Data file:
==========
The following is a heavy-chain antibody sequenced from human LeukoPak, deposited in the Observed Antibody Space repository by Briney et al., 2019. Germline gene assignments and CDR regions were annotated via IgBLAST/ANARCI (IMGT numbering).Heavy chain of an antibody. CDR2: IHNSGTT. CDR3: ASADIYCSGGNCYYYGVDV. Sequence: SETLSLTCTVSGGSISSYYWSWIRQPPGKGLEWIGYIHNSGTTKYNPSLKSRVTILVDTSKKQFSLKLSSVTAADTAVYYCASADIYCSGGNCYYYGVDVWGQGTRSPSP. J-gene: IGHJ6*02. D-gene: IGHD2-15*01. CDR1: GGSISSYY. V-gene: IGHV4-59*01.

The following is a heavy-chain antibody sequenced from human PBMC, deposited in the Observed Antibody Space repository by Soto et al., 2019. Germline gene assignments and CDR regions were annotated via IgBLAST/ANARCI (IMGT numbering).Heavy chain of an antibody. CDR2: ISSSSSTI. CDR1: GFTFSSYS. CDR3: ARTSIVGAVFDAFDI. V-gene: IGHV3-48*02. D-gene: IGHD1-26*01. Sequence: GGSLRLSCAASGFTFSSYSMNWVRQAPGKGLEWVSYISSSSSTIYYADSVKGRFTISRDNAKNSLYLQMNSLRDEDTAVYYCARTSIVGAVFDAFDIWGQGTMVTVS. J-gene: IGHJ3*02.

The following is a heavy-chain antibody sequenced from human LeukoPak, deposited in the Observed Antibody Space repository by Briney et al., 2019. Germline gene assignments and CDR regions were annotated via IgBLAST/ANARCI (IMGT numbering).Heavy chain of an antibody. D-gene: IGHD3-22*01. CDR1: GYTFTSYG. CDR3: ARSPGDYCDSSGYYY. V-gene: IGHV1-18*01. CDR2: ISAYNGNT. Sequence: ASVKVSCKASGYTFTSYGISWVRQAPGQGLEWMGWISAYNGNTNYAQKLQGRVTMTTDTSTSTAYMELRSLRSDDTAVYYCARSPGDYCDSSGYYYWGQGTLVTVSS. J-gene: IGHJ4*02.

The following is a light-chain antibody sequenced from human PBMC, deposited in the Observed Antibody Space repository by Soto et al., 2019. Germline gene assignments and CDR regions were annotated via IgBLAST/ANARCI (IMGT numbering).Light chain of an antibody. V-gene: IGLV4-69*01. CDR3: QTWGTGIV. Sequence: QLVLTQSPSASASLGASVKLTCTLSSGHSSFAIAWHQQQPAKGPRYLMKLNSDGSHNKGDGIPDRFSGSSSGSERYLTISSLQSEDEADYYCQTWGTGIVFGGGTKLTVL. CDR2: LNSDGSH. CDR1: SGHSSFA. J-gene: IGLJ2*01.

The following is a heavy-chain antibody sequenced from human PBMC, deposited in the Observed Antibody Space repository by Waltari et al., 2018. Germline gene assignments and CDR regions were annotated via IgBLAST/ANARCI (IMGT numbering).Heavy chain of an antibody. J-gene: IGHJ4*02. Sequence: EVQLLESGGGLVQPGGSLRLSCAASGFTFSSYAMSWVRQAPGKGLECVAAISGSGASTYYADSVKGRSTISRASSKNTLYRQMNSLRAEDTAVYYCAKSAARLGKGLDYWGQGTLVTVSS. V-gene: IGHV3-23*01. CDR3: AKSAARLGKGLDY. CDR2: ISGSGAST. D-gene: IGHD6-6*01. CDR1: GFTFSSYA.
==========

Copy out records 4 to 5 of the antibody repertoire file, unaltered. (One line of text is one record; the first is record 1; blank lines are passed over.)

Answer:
The following is a light-chain antibody sequenced from human PBMC, deposited in the Observed Antibody Space repository by Soto et al., 2019. Germline gene assignments and CDR regions were annotated via IgBLAST/ANARCI (IMGT numbering).Light chain of an antibody. V-gene: IGLV4-69*01. CDR3: QTWGTGIV. Sequence: QLVLTQSPSASASLGASVKLTCTLSSGHSSFAIAWHQQQPAKGPRYLMKLNSDGSHNKGDGIPDRFSGSSSGSERYLTISSLQSEDEADYYCQTWGTGIVFGGGTKLTVL. CDR2: LNSDGSH. CDR1: SGHSSFA. J-gene: IGLJ2*01.

The following is a heavy-chain antibody sequenced from human PBMC, deposited in the Observed Antibody Space repository by Waltari et al., 2018. Germline gene assignments and CDR regions were annotated via IgBLAST/ANARCI (IMGT numbering).Heavy chain of an antibody. J-gene: IGHJ4*02. Sequence: EVQLLESGGGLVQPGGSLRLSCAASGFTFSSYAMSWVRQAPGKGLECVAAISGSGASTYYADSVKGRSTISRASSKNTLYRQMNSLRAEDTAVYYCAKSAARLGKGLDYWGQGTLVTVSS. V-gene: IGHV3-23*01. CDR3: AKSAARLGKGLDY. CDR2: ISGSGAST. D-gene: IGHD6-6*01. CDR1: GFTFSSYA.